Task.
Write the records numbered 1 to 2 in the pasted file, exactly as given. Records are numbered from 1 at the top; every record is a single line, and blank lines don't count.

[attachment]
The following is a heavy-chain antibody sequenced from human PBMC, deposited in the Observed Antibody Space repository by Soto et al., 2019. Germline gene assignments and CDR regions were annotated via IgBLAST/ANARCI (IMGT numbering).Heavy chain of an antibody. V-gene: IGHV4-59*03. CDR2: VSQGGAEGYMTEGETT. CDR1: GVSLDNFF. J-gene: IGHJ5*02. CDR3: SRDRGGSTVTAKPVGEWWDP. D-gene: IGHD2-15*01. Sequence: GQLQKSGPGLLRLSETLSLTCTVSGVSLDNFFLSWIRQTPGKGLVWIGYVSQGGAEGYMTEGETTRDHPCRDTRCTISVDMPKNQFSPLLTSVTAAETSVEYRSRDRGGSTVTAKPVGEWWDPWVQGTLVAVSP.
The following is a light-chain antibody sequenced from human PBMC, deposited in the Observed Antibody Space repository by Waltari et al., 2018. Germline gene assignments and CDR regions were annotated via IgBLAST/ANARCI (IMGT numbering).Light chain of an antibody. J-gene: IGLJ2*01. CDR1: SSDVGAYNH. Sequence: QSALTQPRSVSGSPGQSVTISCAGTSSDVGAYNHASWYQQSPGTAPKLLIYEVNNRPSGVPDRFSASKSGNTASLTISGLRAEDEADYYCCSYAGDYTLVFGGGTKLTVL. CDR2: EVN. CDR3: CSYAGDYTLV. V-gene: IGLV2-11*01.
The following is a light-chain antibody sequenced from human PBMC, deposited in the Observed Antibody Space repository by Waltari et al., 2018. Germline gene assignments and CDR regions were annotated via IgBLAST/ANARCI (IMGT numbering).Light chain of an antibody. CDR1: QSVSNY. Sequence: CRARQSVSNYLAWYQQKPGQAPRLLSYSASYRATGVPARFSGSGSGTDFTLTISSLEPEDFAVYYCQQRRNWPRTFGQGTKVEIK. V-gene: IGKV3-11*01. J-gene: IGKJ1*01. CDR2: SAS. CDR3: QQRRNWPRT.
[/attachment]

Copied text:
The following is a heavy-chain antibody sequenced from human PBMC, deposited in the Observed Antibody Space repository by Soto et al., 2019. Germline gene assignments and CDR regions were annotated via IgBLAST/ANARCI (IMGT numbering).Heavy chain of an antibody. V-gene: IGHV4-59*03. CDR2: VSQGGAEGYMTEGETT. CDR1: GVSLDNFF. J-gene: IGHJ5*02. CDR3: SRDRGGSTVTAKPVGEWWDP. D-gene: IGHD2-15*01. Sequence: GQLQKSGPGLLRLSETLSLTCTVSGVSLDNFFLSWIRQTPGKGLVWIGYVSQGGAEGYMTEGETTRDHPCRDTRCTISVDMPKNQFSPLLTSVTAAETSVEYRSRDRGGSTVTAKPVGEWWDPWVQGTLVAVSP.
The following is a light-chain antibody sequenced from human PBMC, deposited in the Observed Antibody Space repository by Waltari et al., 2018. Germline gene assignments and CDR regions were annotated via IgBLAST/ANARCI (IMGT numbering).Light chain of an antibody. J-gene: IGLJ2*01. CDR1: SSDVGAYNH. Sequence: QSALTQPRSVSGSPGQSVTISCAGTSSDVGAYNHASWYQQSPGTAPKLLIYEVNNRPSGVPDRFSASKSGNTASLTISGLRAEDEADYYCCSYAGDYTLVFGGGTKLTVL. CDR2: EVN. CDR3: CSYAGDYTLV. V-gene: IGLV2-11*01.